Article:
Both teams have loads of skill, but there’s no denying how differently they play the game.
And so the question was whether the Blackhawks’ more aesthetically pleasing brand of hockey would be able to overcome what is clearly the recipe of success in the NHL in the past few years (Boston in 2011, L.A. in 2012), Boston’s disciplined, grinding, physical two-way hockey that is rolling into high gear through three games of the Cup finals.
The score was only 2-0 Monday night in Game 3 at a rocking TD Garden, but the ice was way more tilted than that, with the Bruins owning the puck, forcing turnovers and looking like a team that has created a bit of separation in what otherwise had been such a close series in Chicago in the opening two games.
Don’t fool yourself, this was a no-doubt Bruins victory Monday night.
It might not have been the 8-1 drubbing Boston dropped on Vancouver when the series shifted here in 2011 for Game 3, but there was that similar feeling at TD Garden, the feeling that the visiting team was hanging on all night.
It certainly didn’t help that the Hawks were without star winger Marian Hossa, who took warm-up but then surprised everyone when he was pulled out before game time with an upper-body injury.
"It’s something we were prepared for all day that he might not play," Hawks captain Jonathan Toews said. "It happens sometimes: You’re missing one of your best players, and you’ve got to find a way to play without him. We always say it’s an opportunity for the guys to step up. The guys that got more ice time tonight played well. We’ve just got to find a way to win."
Nobody in the Blackhawks' dressing room was using Hossa’s absence as an excuse, but the reality is that, especially when it comes to road games, Chicago desperately missed the Slovak star’s ability to protect the puck and force offensive chances with the strength he has going to the net.
"We were prepared," Blackhawks winger Patrick Sharp said of playing without Hossa. "We have a good, deep team in here. It’s tough when you lose a top guy like that, but we have plenty of guys to fill in. We’re not going to worry about it."
Was it really just a game ago that the Hawks blitzed the Bruins in the opening period of Game 2 with a speed game that left Boston dazed and confused -- and outshot 19-4?
Since then, none of that.
"I thought our third period tonight was pretty strong," Sharp said. "We started getting back to our speed and attack game. We had plenty of chances. They protect their net well. They scored a power-play goal, and we didn’t."
Oy, the power play. Just when you think the Hawks have hit the bottom of the barrel with a power play that doesn’t seem to have a clue, Monday night provides more wreckage.
Chicago went 0-for-5 and rarely looked dangerous, and the Hawks looked confused on zone entries and, once in the Bruins’ zone, were too stationary.
Roughing penalties to Bruins wingers Kaspars Daugavins and later Shawn Thornton, both in the opening period, provided Chicago the golden opportunity to open the scoring, a first goal that would have done so much for the visitors' confidence while also taking the crowd out of the game for a bit.
Instead, the fans got even louder as the Bruins got the best scoring chances on those Hawks power plays, as deflating a feeling as can be for Chicago.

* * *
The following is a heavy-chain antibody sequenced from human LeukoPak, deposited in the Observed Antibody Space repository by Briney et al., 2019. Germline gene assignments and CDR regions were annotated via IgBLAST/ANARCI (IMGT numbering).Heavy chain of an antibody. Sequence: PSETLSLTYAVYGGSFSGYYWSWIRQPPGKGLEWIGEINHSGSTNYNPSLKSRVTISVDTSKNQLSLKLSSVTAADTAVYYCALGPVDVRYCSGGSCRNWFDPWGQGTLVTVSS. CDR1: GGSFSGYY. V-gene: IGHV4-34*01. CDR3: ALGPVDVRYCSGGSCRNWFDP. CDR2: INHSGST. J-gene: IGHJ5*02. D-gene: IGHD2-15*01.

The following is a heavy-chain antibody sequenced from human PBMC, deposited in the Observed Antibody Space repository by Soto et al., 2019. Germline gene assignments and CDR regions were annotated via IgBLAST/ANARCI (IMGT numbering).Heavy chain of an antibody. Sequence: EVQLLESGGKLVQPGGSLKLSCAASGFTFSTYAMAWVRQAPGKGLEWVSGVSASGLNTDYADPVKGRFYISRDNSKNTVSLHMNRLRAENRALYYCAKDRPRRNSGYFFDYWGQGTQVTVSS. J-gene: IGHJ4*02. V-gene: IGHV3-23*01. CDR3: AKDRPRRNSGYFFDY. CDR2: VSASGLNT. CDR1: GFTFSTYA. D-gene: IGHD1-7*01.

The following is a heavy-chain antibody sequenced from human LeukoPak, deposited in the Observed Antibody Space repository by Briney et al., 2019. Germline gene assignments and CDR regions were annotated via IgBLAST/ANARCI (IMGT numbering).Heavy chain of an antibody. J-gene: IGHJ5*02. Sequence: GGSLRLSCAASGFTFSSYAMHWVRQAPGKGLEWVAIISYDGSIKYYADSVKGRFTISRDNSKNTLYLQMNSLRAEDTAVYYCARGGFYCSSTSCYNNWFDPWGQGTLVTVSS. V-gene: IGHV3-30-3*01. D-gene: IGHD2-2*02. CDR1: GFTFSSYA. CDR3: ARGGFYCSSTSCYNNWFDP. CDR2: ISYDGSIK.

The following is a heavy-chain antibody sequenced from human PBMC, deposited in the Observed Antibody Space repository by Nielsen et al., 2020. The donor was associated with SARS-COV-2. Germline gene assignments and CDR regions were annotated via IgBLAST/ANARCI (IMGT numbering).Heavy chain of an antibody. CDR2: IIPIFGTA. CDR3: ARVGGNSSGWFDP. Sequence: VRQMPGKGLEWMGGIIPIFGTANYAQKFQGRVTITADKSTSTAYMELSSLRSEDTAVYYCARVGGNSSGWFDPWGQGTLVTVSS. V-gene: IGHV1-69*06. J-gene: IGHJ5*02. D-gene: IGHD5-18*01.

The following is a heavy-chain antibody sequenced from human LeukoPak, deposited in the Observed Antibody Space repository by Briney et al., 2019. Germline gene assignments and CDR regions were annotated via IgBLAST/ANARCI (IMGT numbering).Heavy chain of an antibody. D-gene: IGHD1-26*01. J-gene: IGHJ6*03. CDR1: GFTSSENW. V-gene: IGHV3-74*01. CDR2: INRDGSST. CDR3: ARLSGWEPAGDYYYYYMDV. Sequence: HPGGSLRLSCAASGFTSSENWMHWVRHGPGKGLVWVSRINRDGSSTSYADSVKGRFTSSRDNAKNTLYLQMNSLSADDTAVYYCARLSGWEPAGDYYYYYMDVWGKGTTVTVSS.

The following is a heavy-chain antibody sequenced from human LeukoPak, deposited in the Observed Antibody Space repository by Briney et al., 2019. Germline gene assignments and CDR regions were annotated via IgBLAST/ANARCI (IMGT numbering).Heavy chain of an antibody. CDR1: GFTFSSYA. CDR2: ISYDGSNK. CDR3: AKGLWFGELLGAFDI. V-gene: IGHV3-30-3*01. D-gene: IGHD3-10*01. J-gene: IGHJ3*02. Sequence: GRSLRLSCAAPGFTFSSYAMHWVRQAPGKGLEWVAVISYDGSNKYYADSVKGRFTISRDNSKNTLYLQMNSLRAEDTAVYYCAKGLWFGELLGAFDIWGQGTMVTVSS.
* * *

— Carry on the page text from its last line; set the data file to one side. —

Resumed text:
You don’t need to score a lot of power-play goals to win a Cup, as I documented last week. But you do need to score the odd goal and create at least some chances on your man advantage when you don’t score. None of that is happening for the Hawks right now.
Sharp was asked whether he could put his finger on the power-play issues.
"If I could, we’d probably be scoring," Sharp said. "We didn’t score, but we had a few chances. We’re in the Stanley Cup finals. We’re not going to hang our heads about it. We’re going to continue to work and find a way to make it productive."
And it just so happens that Patrice Bergeron’s power-play goal 14:05 into the second period was the dagger, capping a 2-0 win that now pushes Chicago into a must win Wednesday night to avoid a 3-1 deficit.
For that W to happen, Chicago’s big boys have to step up. Toews worked his butt off Monday night and created a number of decent chances, but the bottom line is that he remains without a goal in the series. He needs to find the score sheet. Patrick Kane was nearly invisible, unable (unwilling?) to break through Boston’s physical coverage to create space for himself. Sharp had his moments but looked frustrated at other times. Bryan Bickell, who rocked the Los Angeles Kings in the Western Conference finals, has gone completely silent in the Cup series.
The Hawks are a dangerous team when they have the puck. Losing a whopping 71 percent of the faceoffs to Boston on Monday night is one way to make sure you never start a shift with the puck.
"You can talk about that and our power play," Hawks coach Joel Quenneville said when asked about his team’s 29 percent faceoff success. "Those were basically the differentials in the game."
We’ll find out a lot about these Blackhawks in Game 4. Just like we did about the Canucks two years ago, with Vancouver responding to an 8-1 loss with a listless 4-0 defeat in Game 4.
Chicago’s season is essentially on the line Wednesday.
Will that speed game and swagger return?
"The series isn’t over, but we have to be better for Game 4," Sharp said. "I don’t doubt the character of our team. We’ll bounce back and be better."
Coming back from a 3-1 series deficit versus Detroit in the second round hardened the Hawks. Now they have to tap into that experience.
"We’ve been through some tough situations," star blueliner Duncan Keith said. "But we know we have to have our best game of the year next game."